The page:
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The College of Pastoral Supervision & Psychotherapy is a theologically based covenant community, dedicated to "recovery of the soul" and promoting competency in the clinical pastoral field.

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August 21, 2009

Health Care Reform and End-of-Life Decisions by George Hankins Hull

Health care reform is a scary subject for ordinary Americans and this is not been helped by the tone of the current national debate on this issue which has turned terrible nasty.


One of the most heated concerns to have emerged recently relates to end-of-life conversations. End-of-life conversations are difficult at the best of times and made all the more difficult in these uncertain days of economic upheaval when many Americans have lost their jobs, health care insurance and homes. Unfortunately some public figures and national leaders have chosen to offer their critique of the proposed health care reforms using only the most inflammatory language possible.

End-of-life conversations invite everyone involved in the conversation to figure out the right thing to do in each individual case and to have the courage to follow through on the difficult decisions reached.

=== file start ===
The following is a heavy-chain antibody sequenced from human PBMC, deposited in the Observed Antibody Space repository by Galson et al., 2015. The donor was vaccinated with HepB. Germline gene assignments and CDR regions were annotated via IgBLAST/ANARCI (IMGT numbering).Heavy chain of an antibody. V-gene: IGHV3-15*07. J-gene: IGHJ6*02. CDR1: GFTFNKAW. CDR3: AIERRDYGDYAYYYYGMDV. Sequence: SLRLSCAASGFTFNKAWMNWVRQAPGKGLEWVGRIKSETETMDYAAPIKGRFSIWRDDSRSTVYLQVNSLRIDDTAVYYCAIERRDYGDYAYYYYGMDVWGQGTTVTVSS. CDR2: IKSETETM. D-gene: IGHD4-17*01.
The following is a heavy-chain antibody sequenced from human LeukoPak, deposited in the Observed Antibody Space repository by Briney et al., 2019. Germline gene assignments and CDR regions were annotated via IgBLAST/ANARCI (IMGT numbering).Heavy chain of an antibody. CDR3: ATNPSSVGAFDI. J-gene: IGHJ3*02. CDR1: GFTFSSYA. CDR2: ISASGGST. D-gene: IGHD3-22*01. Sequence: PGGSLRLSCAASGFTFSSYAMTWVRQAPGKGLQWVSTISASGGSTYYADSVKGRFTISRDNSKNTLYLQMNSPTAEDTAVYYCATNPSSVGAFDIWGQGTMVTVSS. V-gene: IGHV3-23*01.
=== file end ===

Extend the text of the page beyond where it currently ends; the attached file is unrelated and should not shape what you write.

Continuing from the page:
The tenor of this debate does not bode well for the American public in terms of any real substantial change to a health care system which is too costly to sustain and unequal in terms of access. The American public needs national leaders who will engage the health care reform debate with the same gravitas as those loved ones involved with end-of-life decisions.

Rev. George Hankins Hull
Director of Pastoral Care and Clinical Pastoral Education
University of Arkansas For Medical Sciences
Little Rock, AR

Posted by Perry Miller, Editor at 10:47 AM

August 8, 2009


The meeting will begin at noon on Thursday with lunch, and adjourn at noon on Friday.

Each Chapter has a place at the table at the Governing Council. We encourage all Chapters to send a representative to this meeting. The Governing Council is the highest decision-making body in CPSP. It meets twice a year.

This meeting will take place at the Radisson Hotel and Resorts in Newark. They will give CPSP persons a rate of $70 per night, plus taxes. Persons who fly into Newark Airport may call the Radisson shuttle for pick-up at Passenger Pick-Up P-4. To reserve a room call the hotel at 732-541-2005 no later than September 14.

Questions may be addressed to Barbara McGuire or Krista Argiropolis.

Posted by Perry Miller, Editor at 3:46 PM

August 6, 2009

Book of Remembrance - Herbert W. Hildebrand (March 24, 1918 – December 7, 2008) -- By Ken Blank, CPSP Diplomate

Herb was born on March 24, 1918 on a farm near Napolean, Missouri. Herb always considered himself a “farm boy,” though he was glad to leave behind the hard work incumbent with being a farmer.
He attended Elmhearst College and Eden Theological Seminary during WW II before being ordained in the United Church of Christ in the mid-1940’s.